I’ve been an avid gamer since the Nintendo 64 era, and I have never quite seen a controversy like the one with Star Wars Battlefront 2.
If you’re not familiar with the controversy, here’s a rundown: Electronic Arts (EA), one of gaming’s most prominent publishers, has placed "loot boxes" and repetitive grinds in Battlefront 2 to emulate a pay-to-win economy, and consumers are outraged. In fact, the publicity got so bad that EA’s stock plummeted by more than $3 billion in late November and lawmakers have called for legislation to ban the game. It’s safe to say EA has a PR nightmare on its hands.
A lot has gone wrong from a PR standpoint, yet it didn’t have to. With a few proper guiding principles in place, some of this outrage could have been mitigated from a communications perspective.
Here are a few lessons we can take away from this nightmarish PR event.
Think two (or more) steps ahead of your audience
If you have never heard of loot boxes, they are basically a "virtual item" that gives players a random selection of in-game items, ranging from simple customization options to game-changing equipment such as weapons and armor. The latter is why these loot boxes are so controversial. Players tend to have an immediate and negative reaction to the very idea of loot boxes, and the fact Battlefront 2’s progression system is directly tied to them should have been a warning sign for EA’s PR team.
Make sure you are following your audience closely. For example, EA’s PR team should have had nearly every single asset (i.e. FAQ’s, canned media responses, crisis communications materials, etc.) ready in case there was backlash from consumers, especially considering the volatility of loot boxes. If you are fully aware of your consumers’ behavior, you can make the necessary steps ahead of time to deal with any backlash.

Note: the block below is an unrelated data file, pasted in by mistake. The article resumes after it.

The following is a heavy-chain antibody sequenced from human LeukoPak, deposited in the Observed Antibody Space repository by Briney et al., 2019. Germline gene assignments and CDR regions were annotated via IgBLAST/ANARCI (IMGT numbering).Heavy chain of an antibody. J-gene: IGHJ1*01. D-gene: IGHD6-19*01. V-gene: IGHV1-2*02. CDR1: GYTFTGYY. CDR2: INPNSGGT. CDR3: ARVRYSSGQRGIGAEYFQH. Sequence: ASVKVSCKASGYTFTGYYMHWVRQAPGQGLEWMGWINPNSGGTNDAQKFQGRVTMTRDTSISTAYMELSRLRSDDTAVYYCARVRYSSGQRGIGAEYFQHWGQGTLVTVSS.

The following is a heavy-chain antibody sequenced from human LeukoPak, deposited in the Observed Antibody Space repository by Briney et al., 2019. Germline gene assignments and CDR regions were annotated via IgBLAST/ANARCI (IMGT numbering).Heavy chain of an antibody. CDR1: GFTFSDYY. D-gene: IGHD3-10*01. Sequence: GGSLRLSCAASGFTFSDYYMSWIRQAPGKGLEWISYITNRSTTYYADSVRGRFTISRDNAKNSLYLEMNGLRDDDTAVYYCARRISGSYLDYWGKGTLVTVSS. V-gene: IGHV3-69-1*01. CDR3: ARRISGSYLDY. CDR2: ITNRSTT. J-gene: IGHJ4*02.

Keep a clear and consistent message
In the beginning of this whole fiasco, gamers discovered they would need to play the game nearly 40 hours to unlock a single hero such as Darth Vader. (These numbers have since been changed by EA). Originally, the developers stated they were hearing the community’s worries and are "making changes" to make the game better. However, not even a full day later, a community manager responded to the same issue on the Star Wars Battlefront 2 sub-Reddit by stating, "The intent is to provide players with a sense of pride and accomplishment for unlocking different heroes." What would normally be a routine response in the PR world has become the most downvoted comment in Reddit’s history.
The new digital era has made consumers smarter than ever. It is vital that your communications touchpoints are clear and consistent, especially during a tumultuous time where consumers’ mindsets are volatile. In this case, the community manager should have lead with a comment about making changes and listening to player feedback. This type of response would emulate the company’s previous narrative, which drove home a clear message about progress and the future. Instead, consumers lambasted their response, and made the comment is a part of history.
Truthfully, many of these problems are out of the PR team’s control. They don’t have the power to remove loot boxes from the game and probably didn’t have any say in the game’s development.
However, it is important to remain ahead of your audience, as well as consistent and transparent in your message, at all times to keep your brand’s equity intact. Even though these tips are PR 101, sometimes we need controversies like Battlefront 2 as a subtle reminder.
Clint Gordy is client executive at Voce Communications, a Porter Novelli company.